Do you have a tooth crown or know someone who does? Your dentist might have suggested a crown in cases of tooth decay, damage, or discoloration. They can also be used to hold a dental bridge in place or to cover a dental implant. The tooth-shaped caps cover the tooth to restore its shape, size, strength, and to improve appearance. When cemented into place, crowns fully cover the entire visible portion of a tooth.
Many dentists use digital imaging technology solely to make virtual models that they then send to dental labs where ceramists fabricate the actual crowns or bridgework.
A more efficient process
Technological advances are leading to professionals replacing the expensive metals in crowns by less costly zirconium oxide, polyether ether ketone (PEEK), and lithium disilicate (LDS) glass-ceramic materials that are highly durable and appear more like one’s own teeth. LDS has a durable crystalline structure with coloration, opalescence, and translucence that makes it hard to distinguish from a natural tooth.
Zirconium oxide is even stronger than LDS, performs well and is resistant to fracturing. Using in-office dental CAD/CAM technology a digital scan is made of the patient’s tooth and the dentist designs a new crown on the computer. The images then go to a 3D printer that mills the crown from solid blanks of LDS and zirconium. After the crown is ready, we can install it immediately in the patient’s mouth.
Traditionally, the patient would bite down on a dental wax to create the mold. This mold would create a temporary or permanent crown. After installing the temporary crown, the patient would return a few days later for the final crown. With newer technology, the patient will not need to give an impression using the dental putty, nor will the patient have to wear a temporary crown. We can install the computer-designed crowns, which are more accurate and fit better, in as little as one day.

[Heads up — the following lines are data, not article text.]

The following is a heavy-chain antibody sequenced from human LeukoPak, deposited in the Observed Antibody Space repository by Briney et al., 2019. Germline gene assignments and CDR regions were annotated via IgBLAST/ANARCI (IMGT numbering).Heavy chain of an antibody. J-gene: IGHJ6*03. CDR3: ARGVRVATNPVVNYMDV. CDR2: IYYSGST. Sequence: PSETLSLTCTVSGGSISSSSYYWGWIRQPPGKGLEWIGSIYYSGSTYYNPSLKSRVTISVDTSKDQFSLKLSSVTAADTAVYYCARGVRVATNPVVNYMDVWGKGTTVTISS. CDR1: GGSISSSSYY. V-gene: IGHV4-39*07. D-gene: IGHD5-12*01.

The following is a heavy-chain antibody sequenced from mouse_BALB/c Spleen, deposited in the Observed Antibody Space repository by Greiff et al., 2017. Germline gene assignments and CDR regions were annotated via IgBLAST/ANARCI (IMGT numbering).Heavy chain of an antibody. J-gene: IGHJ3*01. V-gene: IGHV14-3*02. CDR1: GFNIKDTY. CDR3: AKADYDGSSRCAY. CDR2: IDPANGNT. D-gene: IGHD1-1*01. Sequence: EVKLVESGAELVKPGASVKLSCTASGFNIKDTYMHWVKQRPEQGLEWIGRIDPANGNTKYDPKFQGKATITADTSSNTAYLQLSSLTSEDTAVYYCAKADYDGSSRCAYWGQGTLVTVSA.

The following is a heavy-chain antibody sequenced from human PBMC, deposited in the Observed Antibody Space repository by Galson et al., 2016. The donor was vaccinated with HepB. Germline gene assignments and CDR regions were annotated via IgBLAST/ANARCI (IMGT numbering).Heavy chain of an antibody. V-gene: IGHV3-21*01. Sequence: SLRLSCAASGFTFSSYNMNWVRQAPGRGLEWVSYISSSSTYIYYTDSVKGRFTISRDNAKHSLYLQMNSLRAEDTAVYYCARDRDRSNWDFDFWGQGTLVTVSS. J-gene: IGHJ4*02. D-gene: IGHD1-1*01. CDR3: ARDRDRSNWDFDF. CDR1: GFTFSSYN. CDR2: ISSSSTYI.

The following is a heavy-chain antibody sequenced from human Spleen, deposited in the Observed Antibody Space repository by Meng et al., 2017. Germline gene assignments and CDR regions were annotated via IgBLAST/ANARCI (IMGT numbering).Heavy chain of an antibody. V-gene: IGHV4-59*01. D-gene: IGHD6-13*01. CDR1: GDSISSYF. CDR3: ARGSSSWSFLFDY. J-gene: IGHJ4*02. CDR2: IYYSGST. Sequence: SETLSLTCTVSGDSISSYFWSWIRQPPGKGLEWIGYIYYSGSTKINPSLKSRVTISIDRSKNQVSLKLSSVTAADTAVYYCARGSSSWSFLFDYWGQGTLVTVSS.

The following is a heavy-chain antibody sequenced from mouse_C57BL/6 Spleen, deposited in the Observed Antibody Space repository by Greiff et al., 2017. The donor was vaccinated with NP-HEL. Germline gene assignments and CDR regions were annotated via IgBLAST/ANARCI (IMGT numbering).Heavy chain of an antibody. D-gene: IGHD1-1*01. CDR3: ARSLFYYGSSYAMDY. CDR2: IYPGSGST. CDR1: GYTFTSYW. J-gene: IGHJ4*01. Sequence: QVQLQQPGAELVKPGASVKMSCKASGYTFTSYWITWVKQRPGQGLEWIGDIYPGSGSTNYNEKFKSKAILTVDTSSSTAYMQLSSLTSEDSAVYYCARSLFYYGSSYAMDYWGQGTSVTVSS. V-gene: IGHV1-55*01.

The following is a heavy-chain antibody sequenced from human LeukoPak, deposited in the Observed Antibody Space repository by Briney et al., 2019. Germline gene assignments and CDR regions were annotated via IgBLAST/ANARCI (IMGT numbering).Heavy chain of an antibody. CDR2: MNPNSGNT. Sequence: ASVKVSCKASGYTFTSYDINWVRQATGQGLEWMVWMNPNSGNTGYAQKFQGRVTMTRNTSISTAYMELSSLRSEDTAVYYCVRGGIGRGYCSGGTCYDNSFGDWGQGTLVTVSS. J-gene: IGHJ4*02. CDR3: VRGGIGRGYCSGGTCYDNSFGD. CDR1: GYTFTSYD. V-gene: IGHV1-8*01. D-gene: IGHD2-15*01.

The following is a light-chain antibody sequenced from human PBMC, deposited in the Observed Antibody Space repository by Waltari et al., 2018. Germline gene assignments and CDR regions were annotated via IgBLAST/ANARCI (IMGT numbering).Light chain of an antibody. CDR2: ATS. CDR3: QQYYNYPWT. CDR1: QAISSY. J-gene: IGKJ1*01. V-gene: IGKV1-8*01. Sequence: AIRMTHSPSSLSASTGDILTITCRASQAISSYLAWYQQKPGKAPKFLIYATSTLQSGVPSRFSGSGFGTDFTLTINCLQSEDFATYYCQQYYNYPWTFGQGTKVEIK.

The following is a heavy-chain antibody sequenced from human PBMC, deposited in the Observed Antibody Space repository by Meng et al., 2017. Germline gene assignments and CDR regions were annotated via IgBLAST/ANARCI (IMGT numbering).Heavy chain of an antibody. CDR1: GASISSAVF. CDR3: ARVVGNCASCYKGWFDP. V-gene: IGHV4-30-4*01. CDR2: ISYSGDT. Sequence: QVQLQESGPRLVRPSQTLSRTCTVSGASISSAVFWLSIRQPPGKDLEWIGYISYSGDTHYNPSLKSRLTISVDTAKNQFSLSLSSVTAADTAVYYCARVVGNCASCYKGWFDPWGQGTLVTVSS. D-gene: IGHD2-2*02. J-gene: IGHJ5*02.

Here are some other dental advances:
Digital radiography or X-rays
Compared to traditional film X-rays, these computer-generated images produce a clearer image in a shorter time and can produce significantly less radiation.
Cone-beam computed tomography (CT) imaging
The dental equivalent of a medical CT scan, the X-ray rotates around the patient’s head capturing a 3D view of the teeth, jaw, gum and nerves. It can also identify possible tumors and other diseases that don’t appear on traditional X-rays.
Made using computer design and digital manufacturing, they offer the convenience of a permanent digital record that can be duplicated easily if the original denture is lost or damaged.
CEREC® is a method that uses ceramic crowns to restore fillings and repair tooth decay. This procedure uses all-ceramic materials that are popular for their aesthetic quality and sensitivity reduction. It has quickly become a popular method for how economical and timely it is. The average CEREC® appointment has you in and out of your dentist’s office within the same day.
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